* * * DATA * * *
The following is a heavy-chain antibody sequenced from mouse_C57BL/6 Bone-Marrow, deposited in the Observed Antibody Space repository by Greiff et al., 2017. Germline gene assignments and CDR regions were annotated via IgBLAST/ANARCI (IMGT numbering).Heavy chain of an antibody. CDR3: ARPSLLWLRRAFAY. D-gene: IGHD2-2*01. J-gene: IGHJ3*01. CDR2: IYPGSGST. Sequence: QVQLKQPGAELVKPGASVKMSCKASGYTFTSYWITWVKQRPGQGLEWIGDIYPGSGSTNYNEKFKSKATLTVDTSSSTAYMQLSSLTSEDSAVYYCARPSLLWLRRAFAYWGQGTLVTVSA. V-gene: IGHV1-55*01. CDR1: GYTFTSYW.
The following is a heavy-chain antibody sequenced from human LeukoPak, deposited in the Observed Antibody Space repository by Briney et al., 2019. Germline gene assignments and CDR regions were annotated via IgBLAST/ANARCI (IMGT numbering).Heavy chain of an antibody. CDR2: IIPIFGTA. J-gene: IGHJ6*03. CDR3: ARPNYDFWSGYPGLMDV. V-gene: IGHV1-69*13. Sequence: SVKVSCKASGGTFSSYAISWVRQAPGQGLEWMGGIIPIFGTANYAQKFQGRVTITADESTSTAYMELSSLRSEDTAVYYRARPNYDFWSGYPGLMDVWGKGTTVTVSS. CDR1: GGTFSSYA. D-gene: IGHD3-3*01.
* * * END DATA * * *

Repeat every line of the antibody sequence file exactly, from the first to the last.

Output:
The following is a heavy-chain antibody sequenced from mouse_C57BL/6 Bone-Marrow, deposited in the Observed Antibody Space repository by Greiff et al., 2017. Germline gene assignments and CDR regions were annotated via IgBLAST/ANARCI (IMGT numbering).Heavy chain of an antibody. CDR3: ARPSLLWLRRAFAY. D-gene: IGHD2-2*01. J-gene: IGHJ3*01. CDR2: IYPGSGST. Sequence: QVQLKQPGAELVKPGASVKMSCKASGYTFTSYWITWVKQRPGQGLEWIGDIYPGSGSTNYNEKFKSKATLTVDTSSSTAYMQLSSLTSEDSAVYYCARPSLLWLRRAFAYWGQGTLVTVSA. V-gene: IGHV1-55*01. CDR1: GYTFTSYW.
The following is a heavy-chain antibody sequenced from human LeukoPak, deposited in the Observed Antibody Space repository by Briney et al., 2019. Germline gene assignments and CDR regions were annotated via IgBLAST/ANARCI (IMGT numbering).Heavy chain of an antibody. CDR2: IIPIFGTA. J-gene: IGHJ6*03. CDR3: ARPNYDFWSGYPGLMDV. V-gene: IGHV1-69*13. Sequence: SVKVSCKASGGTFSSYAISWVRQAPGQGLEWMGGIIPIFGTANYAQKFQGRVTITADESTSTAYMELSSLRSEDTAVYYRARPNYDFWSGYPGLMDVWGKGTTVTVSS. CDR1: GGTFSSYA. D-gene: IGHD3-3*01.